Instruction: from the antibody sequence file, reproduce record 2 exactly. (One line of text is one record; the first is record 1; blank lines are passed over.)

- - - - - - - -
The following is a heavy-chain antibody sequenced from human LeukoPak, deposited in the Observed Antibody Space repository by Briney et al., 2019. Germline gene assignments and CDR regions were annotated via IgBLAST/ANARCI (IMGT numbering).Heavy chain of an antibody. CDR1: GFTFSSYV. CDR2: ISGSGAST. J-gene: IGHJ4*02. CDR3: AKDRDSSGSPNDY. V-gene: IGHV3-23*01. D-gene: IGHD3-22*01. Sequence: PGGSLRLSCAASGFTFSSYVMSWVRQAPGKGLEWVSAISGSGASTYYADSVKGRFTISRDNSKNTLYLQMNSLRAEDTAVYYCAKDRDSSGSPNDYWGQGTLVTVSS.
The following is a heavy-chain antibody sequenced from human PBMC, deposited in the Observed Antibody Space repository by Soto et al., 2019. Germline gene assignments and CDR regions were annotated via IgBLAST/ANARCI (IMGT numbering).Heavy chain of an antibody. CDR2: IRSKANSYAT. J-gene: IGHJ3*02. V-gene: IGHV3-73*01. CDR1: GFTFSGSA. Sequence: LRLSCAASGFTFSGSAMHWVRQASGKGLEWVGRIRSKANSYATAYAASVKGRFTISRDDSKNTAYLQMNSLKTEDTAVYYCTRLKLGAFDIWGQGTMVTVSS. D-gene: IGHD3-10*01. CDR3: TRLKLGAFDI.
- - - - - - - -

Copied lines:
The following is a heavy-chain antibody sequenced from human PBMC, deposited in the Observed Antibody Space repository by Soto et al., 2019. Germline gene assignments and CDR regions were annotated via IgBLAST/ANARCI (IMGT numbering).Heavy chain of an antibody. CDR2: IRSKANSYAT. J-gene: IGHJ3*02. V-gene: IGHV3-73*01. CDR1: GFTFSGSA. Sequence: LRLSCAASGFTFSGSAMHWVRQASGKGLEWVGRIRSKANSYATAYAASVKGRFTISRDDSKNTAYLQMNSLKTEDTAVYYCTRLKLGAFDIWGQGTMVTVSS. D-gene: IGHD3-10*01. CDR3: TRLKLGAFDI.